Recursive base conversion time complexity analysis

Given an integer `p` and a destination base `b`, return a string representation of `p` in base `b`. The string should have the least significant bit at the end

^ This is the problem I'm giving myself.

The naive recursive algorithm (in C++) I came up with is as follows:

``````string convertIntToBaseRecursive(int number, int base) {
// Base case
if (!number) return "";

// Adding least significant digit to "the rest" computed recursively
// Could reverse these operations if we wanted the string backwards.
return convertToBaseRecursive(number / base, base) + to_string(number % base);
}
``````

While the algorithm is incredibly simple, I want to make sure I understand the complexity breakdown. My thoughts are below and I would like to know if they are correct, or wrong, and if they are wrong then knowing where I'm off track would be nice!

Claim:

• `n = logb(p)` is the length of return string
• Time complexity: `O(n^2)`
• Space complexity: `O(n)`

Reasoning:

In order to keep the least significant bit at the end of a string when it is the value we calculate before anything else, we'd either have to:

1. Compute the string recursively as we are
2. Keep "shifting" the array every time we calculate a bit so we can add the most recent bit to the front of the string, not the end
3. Write the string backwards, and reverse it before we return (most efficient)

We're doing the first method in the above C++ algorithm, and the `+` operator creates a new string at each stack frame. The initial frame creates and returns a string of length `n`, the next frame creates a string of length `n-1`, `n-2`, `n-3`, and so on. Following this trend (without going into a proof of why `1 + 2 + 3 ... + n = O(n^2)`, it is clear the time complexity is `O(n^2) = O(logb^2(p))`. We'll also only need to be storing `O(n)` things in memory at any time. When the original stack frame resolves (just before algorithm completes) we'll have the memory in terms of a raw string, but before it resolves it will be in terms of a single character (`O(1)`) + recursive stack frames (`O(n)`). We do this at each level storing `n` amounts of single characters until we complete. Therefore the space complexity is `O(n)`.

Of course the more efficient version of this solution would be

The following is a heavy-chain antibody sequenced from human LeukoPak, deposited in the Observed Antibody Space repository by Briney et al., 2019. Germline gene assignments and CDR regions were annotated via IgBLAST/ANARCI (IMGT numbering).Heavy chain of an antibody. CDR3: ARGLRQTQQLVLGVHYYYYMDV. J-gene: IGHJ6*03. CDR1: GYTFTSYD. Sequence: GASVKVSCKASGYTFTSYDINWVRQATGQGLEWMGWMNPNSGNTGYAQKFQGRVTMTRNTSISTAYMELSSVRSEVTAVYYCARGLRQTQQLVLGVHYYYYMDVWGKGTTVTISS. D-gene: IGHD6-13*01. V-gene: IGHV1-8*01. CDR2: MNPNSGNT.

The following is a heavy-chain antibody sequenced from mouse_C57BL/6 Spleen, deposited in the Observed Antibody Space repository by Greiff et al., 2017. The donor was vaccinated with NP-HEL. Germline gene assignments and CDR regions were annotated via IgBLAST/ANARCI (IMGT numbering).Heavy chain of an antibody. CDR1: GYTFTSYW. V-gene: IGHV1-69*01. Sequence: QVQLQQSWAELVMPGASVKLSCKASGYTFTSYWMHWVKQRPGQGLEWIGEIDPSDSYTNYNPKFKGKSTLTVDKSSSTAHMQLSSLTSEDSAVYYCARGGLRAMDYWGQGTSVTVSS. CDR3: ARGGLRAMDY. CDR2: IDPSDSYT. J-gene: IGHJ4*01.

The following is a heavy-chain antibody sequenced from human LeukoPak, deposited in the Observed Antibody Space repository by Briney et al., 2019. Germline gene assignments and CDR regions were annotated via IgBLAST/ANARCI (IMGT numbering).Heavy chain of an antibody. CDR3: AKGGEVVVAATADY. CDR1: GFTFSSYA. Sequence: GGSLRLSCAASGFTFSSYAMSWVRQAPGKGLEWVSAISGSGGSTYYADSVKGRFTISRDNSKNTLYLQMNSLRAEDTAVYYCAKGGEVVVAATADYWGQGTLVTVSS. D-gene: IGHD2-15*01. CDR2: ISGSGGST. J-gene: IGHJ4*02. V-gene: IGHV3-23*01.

``````string convertIntToBaseIterative(int number, int base) {
string retString = "";

while (number) {
retString += to_string(number % base);
number /= base;
}

// Only needed if least significant
reverse(retString.begin(), retString.end());
return retString;
}
``````

I believe this above solution , where `n = logb(p)` has:

• Time complexity: `O(n)`
• Space complexity: `O(n)`

Are these analysis correct or am I off somewhere?

Note:

Given the chat room conversation with @user1952500 I had a couple edits to make to his answer based on what we talked about. The following is an edited version of his answer reflecting the latest of what we talked about and what I learned:

Since the return value has to contain the output, you cannot get a better space complexity than `O(n)`.

Suppose the output string is composed of the following digits in order: `a_1, a_2, a_3, ..., a_n`. In the recursive approach (bullet #1), we create a string as follows `"a_1" + "a_2" + .... + "a_n"`, which with recursion yields `O(n^2)` time complexity. In bullet #2, the iterative approach constantly pushes characters to the front of the string like `(((...(a_1) + a_2) + a_3) + ... + a_n)))...)` which shifts the entire string on every character addition also yielding `O(n^2)` time complexity. On your written iterative approach (bullet #3) the time complexity can be optimized depending on the version of C++ (See notes below).

The string type is not very useful for operations that involve repeated concatenation. In older versions of C++ you could achieve `O(n)` time complexity by preallocating a string of size n. In C++11 this answer indicates that certain append operations can be optimized to be amortized `O(1)` for a single character. Assuming this is true the written out iterative version will have `O(1)` time complexity without any extra work.